The LWOT: Terror arrests shake Norway; US court demands more information on Gitmo detainee
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Weekly Read: The British think tank the Center for Social Cohesion has authored a new report on terrorism in the United Kingdom, based on a comprehensive survey of 124 individuals convicted of terrorism offenses in Britain since 1999 (CSC).
Terror arrests shake Norway
Authorities in Norway and Germany arrested three men allegedly linked to al Qaeda July 8 on suspicion that they were plotting to carry out a terrorist attack (Time, NYT, BBC, CNN, LAT). One of the men is an ethnic Uighur with Norwegian citizenship, while the other two – an Uzbek and Iraqi Kurd – are residents of Norway. Officials said that they planned to use peroxide-based bombs, the same type intended for use in the aborted plan to bomb the New York City subway in 2009 (WSJ). U.S. officials said the plot was organized by former key al Qaeda planner Saleh al-Somali, who was killed last year in a drone strike in Pakistan’s tribal areas. Somali reportedly helped steer one of the individuals in the planning of the subway attacks, Najibullah Zazi, toward attacking the United States. Authorities said the Norway plotters were linked to Zazi’s plot as well as a failed plan revealed July 7 to bomb a shopping mall in Manchester, England (AP). One American official called the plots, "three parallel efforts or undertakings that all trace their lineage back to Pakistan" (NYT).
New details about the New York and United Kingdom plots emerged July 7, when the U.S. Department of Justice formally charged four men, including Saudi native and American citizen Adnan Shukrijumah, with involvement in Zazi’s plot (DoJ, NYT, AJE). The indictment alleges that Shukrijumah worked with al-Somali to orchestrate the New York attack. It also included terrorism charges against two British men, Abid Naseer and Tariq ur Rehman, both of whom were arrested by British police in a raid last year, then subsequently released (WSJ, AFP). British authorities re-arrested Naseer July 7, while Rehman told reporters from Pakistan that he will fight extradition to the United States (WSJ).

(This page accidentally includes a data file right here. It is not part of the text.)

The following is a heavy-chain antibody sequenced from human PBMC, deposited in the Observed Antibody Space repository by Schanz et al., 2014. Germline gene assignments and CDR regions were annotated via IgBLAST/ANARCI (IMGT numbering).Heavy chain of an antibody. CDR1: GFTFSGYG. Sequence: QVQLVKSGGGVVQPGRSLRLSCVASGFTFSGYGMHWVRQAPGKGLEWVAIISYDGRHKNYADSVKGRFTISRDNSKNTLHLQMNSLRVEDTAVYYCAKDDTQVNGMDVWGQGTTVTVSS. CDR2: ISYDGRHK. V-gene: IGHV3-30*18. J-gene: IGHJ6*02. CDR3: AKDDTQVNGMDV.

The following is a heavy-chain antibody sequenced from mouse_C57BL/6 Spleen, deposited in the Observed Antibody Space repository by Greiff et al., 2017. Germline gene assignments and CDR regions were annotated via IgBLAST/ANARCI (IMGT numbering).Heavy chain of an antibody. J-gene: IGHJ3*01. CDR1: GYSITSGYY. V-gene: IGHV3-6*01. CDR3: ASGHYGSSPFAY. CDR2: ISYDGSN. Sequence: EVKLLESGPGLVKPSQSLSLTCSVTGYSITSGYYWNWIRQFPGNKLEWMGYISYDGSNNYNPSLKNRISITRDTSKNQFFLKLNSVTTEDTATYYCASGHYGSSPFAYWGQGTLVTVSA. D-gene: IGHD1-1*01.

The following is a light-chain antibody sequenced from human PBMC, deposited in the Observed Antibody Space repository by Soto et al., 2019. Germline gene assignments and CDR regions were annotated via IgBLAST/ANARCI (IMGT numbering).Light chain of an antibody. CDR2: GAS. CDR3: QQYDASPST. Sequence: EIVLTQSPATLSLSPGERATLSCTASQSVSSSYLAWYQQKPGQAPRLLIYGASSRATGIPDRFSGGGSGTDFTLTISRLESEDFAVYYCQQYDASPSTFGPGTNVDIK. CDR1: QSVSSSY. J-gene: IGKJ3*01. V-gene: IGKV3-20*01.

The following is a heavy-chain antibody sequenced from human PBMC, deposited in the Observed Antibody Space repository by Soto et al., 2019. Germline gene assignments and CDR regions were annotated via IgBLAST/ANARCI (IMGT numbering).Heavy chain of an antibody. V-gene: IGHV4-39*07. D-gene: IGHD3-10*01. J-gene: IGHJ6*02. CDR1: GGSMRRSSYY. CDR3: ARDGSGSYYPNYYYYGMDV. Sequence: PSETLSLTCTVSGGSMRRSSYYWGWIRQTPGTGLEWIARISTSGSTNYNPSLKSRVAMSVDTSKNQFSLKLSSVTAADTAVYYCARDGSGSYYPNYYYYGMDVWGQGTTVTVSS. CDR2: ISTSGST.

The indictment states that the New York and United Kingdom plots were linked by a man named "Ahmad," an al Qaeda "facilitator" who allegedly took Zazi and his co-conspirators to Waziristan for training and was also reportedly in communication separately with Naseer (WSJ). The indictment (available here) includes additional charges against Adis Medunjanin, already charged with involvement in the New York plot.
U.S. appeals court orders government to provide more information on Belkacem Bensayah
The U.S. Court of Appeals for the District of Columbia ordered federal prosecutors to provide more evidence that Guantanamo detainee Belkacem Bensayah, who was sent to Gitmo in 2002 on suspicion that he was planning to travel from Bosnia to Afghanistan in order to fight U.S. forces, is truly a member of al Qaeda (NYT). In his opinion, Judge Douglas Ginsburg wrote that, "The government presented no direct evidence of actual communication between Bensayah and any al Qaeda member" (AFP). A U.S. federal judge on July 8 also granted the habeas petition of Yemeni Gitmo detainee Hussein Almerfedi (Miami Herald). This decision marks the 37th time a detainee at the prison has won his habeas plea.
Meanwhile, on July 7 the U.S. military prosecutors struck a plea deal with Osama bin Laden’s former cook Ibrahim al-Qosi, with al-Qosi pleading guilty to one count each of material support for terrorism and conspiracy (AP). Qosi will be sentenced in August (Reuters). And the new Gitmo commander said that conditions have been improving for the prisoners held at the base and that acts of violence committed by the prisoners are down (AP).